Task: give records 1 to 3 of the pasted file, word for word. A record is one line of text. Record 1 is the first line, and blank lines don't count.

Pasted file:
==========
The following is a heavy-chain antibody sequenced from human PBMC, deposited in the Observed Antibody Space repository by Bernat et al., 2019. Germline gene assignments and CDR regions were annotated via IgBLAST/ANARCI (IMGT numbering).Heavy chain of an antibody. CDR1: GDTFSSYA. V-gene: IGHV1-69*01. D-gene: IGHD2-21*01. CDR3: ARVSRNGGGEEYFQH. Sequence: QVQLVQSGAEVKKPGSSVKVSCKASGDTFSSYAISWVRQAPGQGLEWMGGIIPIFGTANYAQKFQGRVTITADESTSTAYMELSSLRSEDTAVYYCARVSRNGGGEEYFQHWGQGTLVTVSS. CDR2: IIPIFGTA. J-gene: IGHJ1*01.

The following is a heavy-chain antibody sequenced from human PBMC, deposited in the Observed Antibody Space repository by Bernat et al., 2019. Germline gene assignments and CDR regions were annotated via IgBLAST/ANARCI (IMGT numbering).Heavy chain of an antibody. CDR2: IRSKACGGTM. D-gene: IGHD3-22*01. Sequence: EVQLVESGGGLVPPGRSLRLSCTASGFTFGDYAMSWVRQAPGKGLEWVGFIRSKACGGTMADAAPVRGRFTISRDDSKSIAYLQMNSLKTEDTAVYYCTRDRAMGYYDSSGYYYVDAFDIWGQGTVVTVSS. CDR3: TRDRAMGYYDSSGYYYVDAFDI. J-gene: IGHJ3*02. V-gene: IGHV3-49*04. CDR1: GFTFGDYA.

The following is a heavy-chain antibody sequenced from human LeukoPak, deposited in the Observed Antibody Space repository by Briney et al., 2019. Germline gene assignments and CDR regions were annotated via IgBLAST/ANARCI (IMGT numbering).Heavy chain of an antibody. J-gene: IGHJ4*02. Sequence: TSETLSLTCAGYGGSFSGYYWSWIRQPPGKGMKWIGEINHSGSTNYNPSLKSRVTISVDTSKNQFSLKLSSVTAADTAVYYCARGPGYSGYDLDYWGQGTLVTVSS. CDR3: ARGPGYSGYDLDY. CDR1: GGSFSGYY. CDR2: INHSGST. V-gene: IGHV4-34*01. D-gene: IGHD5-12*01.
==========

The following is a heavy-chain antibody sequenced from human PBMC, deposited in the Observed Antibody Space repository by Bernat et al., 2019. Germline gene assignments and CDR regions were annotated via IgBLAST/ANARCI (IMGT numbering).Heavy chain of an antibody. CDR1: GDTFSSYA. V-gene: IGHV1-69*01. D-gene: IGHD2-21*01. CDR3: ARVSRNGGGEEYFQH. Sequence: QVQLVQSGAEVKKPGSSVKVSCKASGDTFSSYAISWVRQAPGQGLEWMGGIIPIFGTANYAQKFQGRVTITADESTSTAYMELSSLRSEDTAVYYCARVSRNGGGEEYFQHWGQGTLVTVSS. CDR2: IIPIFGTA. J-gene: IGHJ1*01.

The following is a heavy-chain antibody sequenced from human PBMC, deposited in the Observed Antibody Space repository by Bernat et al., 2019. Germline gene assignments and CDR regions were annotated via IgBLAST/ANARCI (IMGT numbering).Heavy chain of an antibody. CDR2: IRSKACGGTM. D-gene: IGHD3-22*01. Sequence: EVQLVESGGGLVPPGRSLRLSCTASGFTFGDYAMSWVRQAPGKGLEWVGFIRSKACGGTMADAAPVRGRFTISRDDSKSIAYLQMNSLKTEDTAVYYCTRDRAMGYYDSSGYYYVDAFDIWGQGTVVTVSS. CDR3: TRDRAMGYYDSSGYYYVDAFDI. J-gene: IGHJ3*02. V-gene: IGHV3-49*04. CDR1: GFTFGDYA.

The following is a heavy-chain antibody sequenced from human LeukoPak, deposited in the Observed Antibody Space repository by Briney et al., 2019. Germline gene assignments and CDR regions were annotated via IgBLAST/ANARCI (IMGT numbering).Heavy chain of an antibody. J-gene: IGHJ4*02. Sequence: TSETLSLTCAGYGGSFSGYYWSWIRQPPGKGMKWIGEINHSGSTNYNPSLKSRVTISVDTSKNQFSLKLSSVTAADTAVYYCARGPGYSGYDLDYWGQGTLVTVSS. CDR3: ARGPGYSGYDLDY. CDR1: GGSFSGYY. CDR2: INHSGST. V-gene: IGHV4-34*01. D-gene: IGHD5-12*01.